D. Swain and others
Picker Institute, 2007
Using 'mystery shoppers' to test pathways to information in the health, social care and voluntary sectors, this research found that professionals failed to systematically provide their clients with information about accessing local services. It also uncovered a lack of effective signposting to where information could be found, and insufficient co-ordination between providers across geographical, sectoral and organisational boundaries. Many health and social care staff also failed to anticipate service users' information needs.
(For summary see Community Care, June 14th 2007, p. 16-17)
Social Policy and Practice, vol. 6, 2007, p. 321-332
The last decade has seen rafts of government initiatives aimed at promoting innovation in the public services in the UK. This paper examines the adoption of particular innovation in social service delivery, namely, family group conferencing. It explores the rate and pattern of the adoption of this service innovation by councils with social service responsibilities. It examines the implementation process and identifies resources, professional resistance, risk, the role of central government and champions amongst factors that facilitated or inhibited its use in three case studies.
L. Hardwick and A. Worsley
European Journal of Social Work, vol. 10, 2007, p. 245-258
It is argued that social work has lost contact with local community agencies in the UK. Social work education focuses on training students to work in the statutory sector and pays little attention to the understanding of local needs. It is assumed that practice, policy and knowledge required are more or less the same in all regions. This article examines a pragmatic approach taken by a social work programme in Liverpool to address some of these issues through the opportunity afforded by changes to the new social work degree. A study was undertaken to develop a placement module designed to raise awareness of the local dimension of welfare within the student body.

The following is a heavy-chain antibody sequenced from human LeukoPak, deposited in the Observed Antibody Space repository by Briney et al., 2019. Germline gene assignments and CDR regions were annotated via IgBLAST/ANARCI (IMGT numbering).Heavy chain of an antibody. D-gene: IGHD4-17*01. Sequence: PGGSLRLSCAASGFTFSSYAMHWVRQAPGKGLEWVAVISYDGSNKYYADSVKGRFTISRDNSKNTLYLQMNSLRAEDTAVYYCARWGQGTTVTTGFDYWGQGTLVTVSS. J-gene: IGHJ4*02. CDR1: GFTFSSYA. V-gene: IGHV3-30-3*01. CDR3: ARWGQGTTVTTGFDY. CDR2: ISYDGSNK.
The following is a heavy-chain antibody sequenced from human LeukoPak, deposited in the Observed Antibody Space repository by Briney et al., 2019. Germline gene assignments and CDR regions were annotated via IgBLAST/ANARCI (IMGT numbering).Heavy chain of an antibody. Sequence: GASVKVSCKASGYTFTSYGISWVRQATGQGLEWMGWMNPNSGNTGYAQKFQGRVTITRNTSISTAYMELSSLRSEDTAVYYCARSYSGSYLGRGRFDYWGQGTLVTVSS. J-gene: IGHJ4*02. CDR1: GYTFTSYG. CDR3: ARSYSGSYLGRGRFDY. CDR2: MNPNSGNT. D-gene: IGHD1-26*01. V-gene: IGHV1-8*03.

British Journal of Social Work, vol. 37, 2007, p. 387-403
The concept of 'personalization' currently occupies a place at the heart of emergent British social work policy, philosophy and even legislation. The author argues that the current popularity of the term is due primarily to its congruence with key themes in New Labour thought, including individualization, responsibilization and the transfer of risk from the state to the individual. It is concluded that, given its acceptance of the marketisation of social work, its neglect of issues of poverty and inequality, its flawed conception of the people who use social services, its potentially stigmatising view of welfare dependency, and its potential for promoting, rather than challenging, the deprofessionalisation of social work, the philosophy of personalisation is not one which social workers should accept uncritically.
Community Care, June 21st 2007, p. 16-18
There are a growing number of directors whose role now stretches beyond the traditional social care remit to include responsibility for leisure facilities, libraries and carnivals. This article explores the development of the role of director of community services through a number of case studies.
S. Gillen and A.U. Sale
Community Care, June 7th 2007, p. 16-18
Mobile phones, text messaging and email have all aided communication between social workers and service users, but have also made it more difficult for professionals to maintain proper boundaries. Communicating in this way has the potential to create a false familiarity or intimacy between social worker and service user.
Journal of Adult Protection, vol. 9, May 2007, p. 37-41
Raising standards in the social care workforce and improving public protection are fundamental objectives of the General Social Care Council established in October 2001. By regulating social care workers and social work education, the Council is minimising the risk of service users suffering abuse at the hands of those employed to help them.